Hamlin Midwives Preventing Mother to Child Transmission of HIV

Skilled midwives are the difference between life and death, the difference between healthy mothers and horrendous fistula injuries and often they are also the difference between healthy babies and those born with HIV.

The Hamlin College of Midwives was established in 2007. For more than a decade now, Hamlin has worked with the Ethiopian Ministry of Health and Regional Health Bureaus to establish Hamlin-supported Midwifery Clinics. Hamlin and the MoH are focussed on providing safe, effective, high quality care to ensure healthy mothers and babies.

The impact of this program cannot be overstated. Each week, midwives at the Hamlin-supported Midwifery Clinics deliver around 600 babies, undertake more than 1400 antenatal care visits and provide more than 800 interventions to prevent mother to child transmission of HIV (PMTCT).

Mother to child transmission of HIV/AIDS can occur during pregnancy, delivery or as a result of breast feeding. Without preventative treatment up to 40% of children born to HIV-positive women will be infected.

In remote rural areas all over the world, midwives are a critical part of PMTCT and the largest group of health workers engaged in the fight against HIV.

In 2019 in partnership with Regional Government Health Bureaus, Hamlin Midwives provided PMTCT to more than 42000 expectant Ethiopian mothers and counselled mothers about their reproductive choices and family planning options.

Hamlin Midwives continuum of care provides holistic, comprehensive support for pregnant women and new mothers. They provide antenatal care, delivery, postnatal care, short acting family planning, long acting family planning interventions and screening for PMTCT.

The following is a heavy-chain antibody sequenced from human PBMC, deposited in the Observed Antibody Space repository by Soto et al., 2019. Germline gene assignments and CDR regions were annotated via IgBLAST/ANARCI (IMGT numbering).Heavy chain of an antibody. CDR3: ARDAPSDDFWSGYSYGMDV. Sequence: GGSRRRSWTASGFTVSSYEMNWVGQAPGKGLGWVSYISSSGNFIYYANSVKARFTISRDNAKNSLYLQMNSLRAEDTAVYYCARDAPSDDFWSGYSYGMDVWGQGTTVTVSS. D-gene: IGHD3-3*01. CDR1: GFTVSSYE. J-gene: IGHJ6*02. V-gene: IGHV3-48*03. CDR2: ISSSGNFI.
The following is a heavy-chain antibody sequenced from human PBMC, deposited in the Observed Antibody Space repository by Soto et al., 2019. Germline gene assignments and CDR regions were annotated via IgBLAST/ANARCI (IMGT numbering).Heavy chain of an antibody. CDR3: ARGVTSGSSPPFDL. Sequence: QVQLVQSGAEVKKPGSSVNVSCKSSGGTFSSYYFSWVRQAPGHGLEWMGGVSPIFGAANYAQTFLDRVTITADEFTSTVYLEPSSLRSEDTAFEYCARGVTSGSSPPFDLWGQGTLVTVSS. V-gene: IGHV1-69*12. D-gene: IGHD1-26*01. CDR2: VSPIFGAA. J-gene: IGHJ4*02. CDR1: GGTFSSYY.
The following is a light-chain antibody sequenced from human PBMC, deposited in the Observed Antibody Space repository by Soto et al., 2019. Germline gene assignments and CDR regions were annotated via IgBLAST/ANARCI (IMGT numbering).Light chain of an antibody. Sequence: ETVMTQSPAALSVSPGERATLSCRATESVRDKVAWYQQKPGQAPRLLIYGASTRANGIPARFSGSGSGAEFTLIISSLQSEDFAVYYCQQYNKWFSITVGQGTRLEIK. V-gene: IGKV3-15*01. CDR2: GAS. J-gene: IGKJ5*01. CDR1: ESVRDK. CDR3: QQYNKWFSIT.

The clinical training and leadership skills developed at the Hamlin College of Midwives along with the trust our midwives build with the women in their local communities means they are an effective conduits for delivery of PMTCT interventions.

MumandBub2 | Catherine Hamlin Fistula Foundation (USA) | Working to eradicate obstetric fistula. Forever.

Help Achieve the UN Sustainable Development Goals

Obstetric fistula changes the lives of the women who live with it. Grief, loneliness, confusion, isolation; a life of needless suffering that leaves women with emotional and physical scars.  

What is obstetric fistula?  

Obstetric fistula is an entirely preventable child-birth injury. It is caused by prolonged unrelieved obstructed labor that can result in a hole between the birth canal and the bladder or rectum. This hole will leave survivors leaking urine or feces – and sometimes both. 

Tragically, 93% of obstetric fistula survivors give birth to a stillborn baby, often after an agonizing obstructed birth lasting days, sometimes one week. 

How can I help achieve the SDGs? 

Goal 3 - Health and Wellbeing  

You can help provide treatment and rehabilitation to those living with a fistula, helping to restore their health and overall wellbeing.  

Over 60 years ago, Dr Catherine Hamlin realized that adequate access to maternal healthcare can spare a woman the pain and isolation of fistula - giving her the chance to finally have a live baby. By ensuring a woman’s maternal health and wellbeing, you’re ensuring her long term happiness and safety.  

Goal 10 - Reduced Inequalities  

Ethiopian women living in rural areas are at a disadvantage when it comes to accessing their human right to sexual and reproductive healthcare. With greater access to healthcare comes fewer instances of obstetric fistula.